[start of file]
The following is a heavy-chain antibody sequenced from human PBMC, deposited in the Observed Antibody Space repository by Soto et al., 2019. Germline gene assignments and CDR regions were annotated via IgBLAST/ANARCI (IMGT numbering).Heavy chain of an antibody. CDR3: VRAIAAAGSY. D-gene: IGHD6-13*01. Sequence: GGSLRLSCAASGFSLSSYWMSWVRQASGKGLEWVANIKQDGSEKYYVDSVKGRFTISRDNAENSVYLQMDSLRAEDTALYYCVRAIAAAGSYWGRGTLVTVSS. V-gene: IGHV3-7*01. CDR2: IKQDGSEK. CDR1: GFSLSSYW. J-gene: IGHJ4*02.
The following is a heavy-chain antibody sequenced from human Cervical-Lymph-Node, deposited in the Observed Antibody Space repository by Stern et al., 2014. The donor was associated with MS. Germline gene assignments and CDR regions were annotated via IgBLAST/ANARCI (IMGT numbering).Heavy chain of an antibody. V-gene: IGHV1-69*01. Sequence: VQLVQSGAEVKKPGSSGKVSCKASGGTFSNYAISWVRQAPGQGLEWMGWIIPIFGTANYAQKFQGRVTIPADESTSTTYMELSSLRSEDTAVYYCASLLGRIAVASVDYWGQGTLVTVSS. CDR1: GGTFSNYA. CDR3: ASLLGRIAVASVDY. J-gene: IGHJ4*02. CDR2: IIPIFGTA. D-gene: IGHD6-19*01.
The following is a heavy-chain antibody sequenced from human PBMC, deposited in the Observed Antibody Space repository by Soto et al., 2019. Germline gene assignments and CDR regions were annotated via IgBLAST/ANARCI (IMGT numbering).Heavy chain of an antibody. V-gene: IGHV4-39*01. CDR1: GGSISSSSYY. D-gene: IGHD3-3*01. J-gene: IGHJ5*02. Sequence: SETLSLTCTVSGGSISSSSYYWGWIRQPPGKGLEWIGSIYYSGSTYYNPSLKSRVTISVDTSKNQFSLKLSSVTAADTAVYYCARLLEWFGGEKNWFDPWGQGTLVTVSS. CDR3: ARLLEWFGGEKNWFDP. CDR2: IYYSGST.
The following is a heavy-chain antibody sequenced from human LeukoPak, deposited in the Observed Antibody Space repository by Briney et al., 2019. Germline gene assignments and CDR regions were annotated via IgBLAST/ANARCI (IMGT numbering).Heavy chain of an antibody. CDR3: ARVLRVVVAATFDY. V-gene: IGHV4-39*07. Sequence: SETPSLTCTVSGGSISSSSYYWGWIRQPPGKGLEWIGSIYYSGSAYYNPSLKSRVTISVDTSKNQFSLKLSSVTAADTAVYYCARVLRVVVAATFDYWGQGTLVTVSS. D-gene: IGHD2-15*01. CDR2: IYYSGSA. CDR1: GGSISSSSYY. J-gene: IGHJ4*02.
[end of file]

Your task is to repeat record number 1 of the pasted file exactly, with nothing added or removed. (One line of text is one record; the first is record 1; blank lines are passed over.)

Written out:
The following is a heavy-chain antibody sequenced from human PBMC, deposited in the Observed Antibody Space repository by Soto et al., 2019. Germline gene assignments and CDR regions were annotated via IgBLAST/ANARCI (IMGT numbering).Heavy chain of an antibody. CDR3: VRAIAAAGSY. D-gene: IGHD6-13*01. Sequence: GGSLRLSCAASGFSLSSYWMSWVRQASGKGLEWVANIKQDGSEKYYVDSVKGRFTISRDNAENSVYLQMDSLRAEDTALYYCVRAIAAAGSYWGRGTLVTVSS. V-gene: IGHV3-7*01. CDR2: IKQDGSEK. CDR1: GFSLSSYW. J-gene: IGHJ4*02.